She’d always kept the windows locked when she wasn’t home. In her distracted state that morning, she must have forgotten. She wouldn’t make that mistake again.
If she closed her eyes, she could hear the intruder’s voice. Although it was familiar, she couldn’t identify him. She could recall his scent, however.
A lot of good that will do. What would I say to the police? Arrest a suspect and let me sniff him?
She opened her eyes and looked over at the dresser. The sketch she’d completed the previous evening was missing, which meant he must have taken it. But why?
Her laptop and simple pieces of jewelry were left behind, as if he couldn’t be bothered to steal them.
The reason could be pedestrian. Perhaps he’d stolen the sketch so he could dust it for fingerprints. He’d find her prints of little use. Patrick had told her that morning the investigators hadn’t found any fingerprints in the exhibition hall.
Her cane was leaning against the wall, by her dresser. She didn’t remember it being there earlier in the evening, but it was possible she hadn’t noticed it. Why would the intruder move her cane?
In addition to these anomalies, he’d left gifts.
He’d placed a stack of money on her kitchen table. When she’d composed herself enough to count them, she discovered he’d left several thousand euros.
And he’d given her something else.
Raven lifted the crucifix from her chest. It appeared to be made of gold; the metal was thin and had been hammered from the underside in order to form the raised figure of Jesus. The design was primitive, the facial features of Christ barely distinguishable, which led her to believe the piece was pre-Renaissance and probably medieval.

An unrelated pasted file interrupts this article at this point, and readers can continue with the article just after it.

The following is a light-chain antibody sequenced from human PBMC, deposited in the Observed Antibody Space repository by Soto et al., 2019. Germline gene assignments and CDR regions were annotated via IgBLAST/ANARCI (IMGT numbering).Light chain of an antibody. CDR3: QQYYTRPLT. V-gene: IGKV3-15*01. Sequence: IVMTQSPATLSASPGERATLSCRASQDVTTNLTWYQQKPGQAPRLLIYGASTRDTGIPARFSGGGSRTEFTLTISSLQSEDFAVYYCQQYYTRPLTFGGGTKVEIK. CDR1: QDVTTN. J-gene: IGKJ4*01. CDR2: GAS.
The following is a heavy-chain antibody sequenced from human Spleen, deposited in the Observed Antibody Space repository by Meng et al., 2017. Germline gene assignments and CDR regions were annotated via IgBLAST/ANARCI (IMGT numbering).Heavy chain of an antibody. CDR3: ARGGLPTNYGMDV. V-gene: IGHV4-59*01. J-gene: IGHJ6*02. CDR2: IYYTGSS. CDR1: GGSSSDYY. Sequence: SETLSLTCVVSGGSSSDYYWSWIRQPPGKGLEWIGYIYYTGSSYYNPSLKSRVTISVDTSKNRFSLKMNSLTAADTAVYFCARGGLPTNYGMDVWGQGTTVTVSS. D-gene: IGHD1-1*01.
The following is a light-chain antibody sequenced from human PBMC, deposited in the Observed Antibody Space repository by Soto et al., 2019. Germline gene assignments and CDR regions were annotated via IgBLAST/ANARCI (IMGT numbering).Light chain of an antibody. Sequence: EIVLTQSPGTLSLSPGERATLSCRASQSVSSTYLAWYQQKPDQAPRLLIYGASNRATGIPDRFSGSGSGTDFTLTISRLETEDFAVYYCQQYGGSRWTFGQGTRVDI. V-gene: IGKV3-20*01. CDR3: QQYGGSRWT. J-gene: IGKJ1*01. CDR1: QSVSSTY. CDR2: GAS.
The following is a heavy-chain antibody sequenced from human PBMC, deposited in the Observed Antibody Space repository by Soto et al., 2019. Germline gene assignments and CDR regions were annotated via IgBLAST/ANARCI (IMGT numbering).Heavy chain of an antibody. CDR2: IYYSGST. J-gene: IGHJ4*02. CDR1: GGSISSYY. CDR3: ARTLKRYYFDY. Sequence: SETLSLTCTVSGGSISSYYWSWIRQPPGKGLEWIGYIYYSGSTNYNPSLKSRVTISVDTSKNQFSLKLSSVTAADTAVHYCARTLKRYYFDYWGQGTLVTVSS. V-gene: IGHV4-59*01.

Each point of the cross had two round loops on it, as if it had been made to affix to something. The gold chain on which it was suspended looked much newer than the crucifix, and it also appeared to be made of gold.
She knew a little about relics. She’d had a Catholic education at Barry University, as an undergraduate. And there was Father Kavanaugh, the priest who’d intervened to help her and Carolyn when they were in trouble. Her love and respect for him didn’t extend to his beliefs and she certainly didn’t think there was anything efficacious about a piece of metal, no matter what shape had been hammered into it.
She couldn’t imagine why the intruder would believe that a hunk of gold would protect her against “the others,” whoever they were.
It won’t hurt to wear the cross, just in case. Perhaps it works because the others fear it, not because it has magical powers.
But I’m not leaving Florence, not after I’ve worked so hard to build a life here. I don’t care what he says.
She pulled her quilt around her shoulders.
The intruder was frightening and strangely strong. His command to leave the city was unambiguous, but she didn’t know why the two-week mark was so important.
Maybe he has a source in the police force and knows what’s happening with the investigation.
He’d recognized Dottor Vitali’s name, although he seemed surprised to hear it. But it seemed to be the person of William York that he was most interested in. Raven found that puzzling.
And there was his speech. He’d called the Franciscans Ordo Fratrum Minorum, which, she’d discovered through the Internet, was their Latin title. And he’d warned her about going out after dark.